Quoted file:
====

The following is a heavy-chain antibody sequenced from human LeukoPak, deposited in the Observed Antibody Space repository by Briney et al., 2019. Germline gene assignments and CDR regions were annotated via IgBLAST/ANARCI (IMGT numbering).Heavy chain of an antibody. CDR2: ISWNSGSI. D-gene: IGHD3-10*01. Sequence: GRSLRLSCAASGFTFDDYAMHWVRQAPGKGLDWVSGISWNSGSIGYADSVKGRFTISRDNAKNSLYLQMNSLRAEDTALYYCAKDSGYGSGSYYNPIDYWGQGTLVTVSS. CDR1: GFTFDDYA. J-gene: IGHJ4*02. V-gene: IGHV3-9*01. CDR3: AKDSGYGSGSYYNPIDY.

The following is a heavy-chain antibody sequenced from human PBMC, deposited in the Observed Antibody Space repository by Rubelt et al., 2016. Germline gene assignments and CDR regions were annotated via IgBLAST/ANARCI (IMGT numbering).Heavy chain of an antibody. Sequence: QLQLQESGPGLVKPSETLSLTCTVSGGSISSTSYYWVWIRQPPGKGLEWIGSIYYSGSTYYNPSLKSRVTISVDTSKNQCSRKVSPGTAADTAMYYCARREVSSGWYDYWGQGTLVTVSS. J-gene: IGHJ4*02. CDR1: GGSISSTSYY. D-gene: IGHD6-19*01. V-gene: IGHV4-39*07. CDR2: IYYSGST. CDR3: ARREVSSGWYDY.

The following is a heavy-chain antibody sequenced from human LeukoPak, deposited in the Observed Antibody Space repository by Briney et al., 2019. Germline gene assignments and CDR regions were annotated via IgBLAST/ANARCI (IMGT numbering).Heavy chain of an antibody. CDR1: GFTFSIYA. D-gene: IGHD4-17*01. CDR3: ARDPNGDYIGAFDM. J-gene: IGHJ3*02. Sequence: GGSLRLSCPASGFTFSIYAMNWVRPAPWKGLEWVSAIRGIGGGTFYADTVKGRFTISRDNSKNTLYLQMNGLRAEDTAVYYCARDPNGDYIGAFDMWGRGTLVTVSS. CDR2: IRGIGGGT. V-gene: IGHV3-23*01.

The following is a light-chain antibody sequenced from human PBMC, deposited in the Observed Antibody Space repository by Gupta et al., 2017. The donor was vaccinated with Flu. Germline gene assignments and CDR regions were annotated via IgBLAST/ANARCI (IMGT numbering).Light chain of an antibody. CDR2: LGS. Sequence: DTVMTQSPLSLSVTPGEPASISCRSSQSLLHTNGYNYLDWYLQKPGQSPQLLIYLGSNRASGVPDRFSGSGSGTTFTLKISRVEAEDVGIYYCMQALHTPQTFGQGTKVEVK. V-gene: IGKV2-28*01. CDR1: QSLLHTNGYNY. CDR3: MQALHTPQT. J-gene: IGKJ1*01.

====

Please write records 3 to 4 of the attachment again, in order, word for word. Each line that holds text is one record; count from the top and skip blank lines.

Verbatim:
The following is a heavy-chain antibody sequenced from human LeukoPak, deposited in the Observed Antibody Space repository by Briney et al., 2019. Germline gene assignments and CDR regions were annotated via IgBLAST/ANARCI (IMGT numbering).Heavy chain of an antibody. CDR1: GFTFSIYA. D-gene: IGHD4-17*01. CDR3: ARDPNGDYIGAFDM. J-gene: IGHJ3*02. Sequence: GGSLRLSCPASGFTFSIYAMNWVRPAPWKGLEWVSAIRGIGGGTFYADTVKGRFTISRDNSKNTLYLQMNGLRAEDTAVYYCARDPNGDYIGAFDMWGRGTLVTVSS. CDR2: IRGIGGGT. V-gene: IGHV3-23*01.

The following is a light-chain antibody sequenced from human PBMC, deposited in the Observed Antibody Space repository by Gupta et al., 2017. The donor was vaccinated with Flu. Germline gene assignments and CDR regions were annotated via IgBLAST/ANARCI (IMGT numbering).Light chain of an antibody. CDR2: LGS. Sequence: DTVMTQSPLSLSVTPGEPASISCRSSQSLLHTNGYNYLDWYLQKPGQSPQLLIYLGSNRASGVPDRFSGSGSGTTFTLKISRVEAEDVGIYYCMQALHTPQTFGQGTKVEVK. V-gene: IGKV2-28*01. CDR1: QSLLHTNGYNY. CDR3: MQALHTPQT. J-gene: IGKJ1*01.